On a rainy Wednesday afternoon, I went to meet a man vociferously opposed to the proposed renovations of The Frick Collection, and we met on enemy territory: The Frick Collection.
“This is an institution devoted to connoisseurship that represents the best of Western civilization,” said Charles Warren, who goes by Chip, an architect with a pleasant, fussy air about him, complete with pocket square.
He was looking at the museum’s glorious indoor garden court—marble, crisp, gorgeous, once a portico that was very open-air, a centerpiece of a house unlike any houses they now make in Manhattan—and speaking between sighs.
“I can understand why they want to expand,” he said. “But when they propose that this is a modest change, well, it’s just not.”
The lovers of old buildings are up in arms.
In the spring of 2014, the Frick—on Fifth Avenue, overlooking Central Park, as prime as real estate gets anywhere on earth—announced plans for a 60,000-foot addition, adding six stories to the original design of robber baron Henry Clay Frick’s home. The expansion, which digs up a small garden on 70th Street adjacent to the museum, will allow for more gallery space and a performance pavilion.
This desire to grow is hardly shocking considering the Frick’s recent success, the smashing blockbuster that was “Vermeer, Rembrandt, and Hals: Masterpieces of Dutch Painting From Mauritshuis”—a show featuring Vermeer’s Girl With a Pearl Earring and Fabritius’ Goldfinch (which was also on the cover of the year’s biggest pseudo-literary airport read)—was seen as a mandate, and the board acted accordingly. No longer would the masses stand in lines curling around the block.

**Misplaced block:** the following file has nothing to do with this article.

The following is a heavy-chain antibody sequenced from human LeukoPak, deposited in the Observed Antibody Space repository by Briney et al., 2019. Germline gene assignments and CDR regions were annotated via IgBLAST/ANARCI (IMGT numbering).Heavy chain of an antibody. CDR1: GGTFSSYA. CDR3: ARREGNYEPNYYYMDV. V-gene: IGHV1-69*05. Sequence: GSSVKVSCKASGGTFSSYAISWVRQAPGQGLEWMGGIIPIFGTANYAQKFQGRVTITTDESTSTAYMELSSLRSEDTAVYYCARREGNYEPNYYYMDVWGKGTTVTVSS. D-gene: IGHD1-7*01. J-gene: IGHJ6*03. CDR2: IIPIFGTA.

At the time, the museum’s director, who has the wonderfully Pynchonian name of Ian Wardropper, described the changes thusly, in a press release fairly standard as far as these things go: “A visit to the Frick will still resonate with the comfortable grandeur of the Gilded Age but will now provide the expected amenities of a 21st-century museum.”
But—as it happened with a widely derided attempt to whizbang up the New York Public Library, or the seething backlash to the Museum of Modern Art’s plan to smash the American Folk Art Museum’s home to smithereens in pursuit of a spiffier lobby—there was instant, bitter opposition to the building project. Michael Kimmelman at The New York Times went on a rampage rarely seen in the Gray Lady, calling the proposal a “self-inflicted wound” to the city and compared trashing the garden to throwing a Vermeer in front of traffic.
Petitions to stop the expansion popped up on Change.org and Facebook. People who had never even been to the Frick to see its spectacular permanent collection of Vermeer, Rembrandt, Fragonard, etc., were up in arms.
There are sensible reasons to be squirrelly about such a project, way beyond nostalgia and architectural fetish. Several—if not nearly all—recent museum renovation projects have been over-budget and unsuccessful. And this one would be masterminded by Davis Brody Bond, the firm that did the National September 11 Memorial & Museum, which is, to say the least, not considered an unqualified success. And there’s a case to be made that no park space whatsoever in Manhattan should ever be surrendered—although, in this instance, Central Park is right across the street. But beyond the specifics of this particular museum or these specific plans, it just seemed to hit a nerve with New Yorkers who just want to stop seeing nice things get screwed up.
Soon, a group of passionate museum people channeled their rage against callous, greedy trustees everywhere and formed “Unite to Save the Frick.”
My companion for the afternoon, architect Mr. Warren, a former chairman of the neighborhood’s Community Board 8, is a member of this scrappy crew of scholars, historians, Upper East Side advocates, aesthetes, bureaucrats, professors, heiresses, philanthropists, artists, gardeners, and descendants of Henry Clay Frick hell-bent on blocking the renovations. Robert A. M. Stern and Maya Lin are just two of the other boldface names picketing the plan, so to speak. The online petition is nearly 4,000 strong, and growing.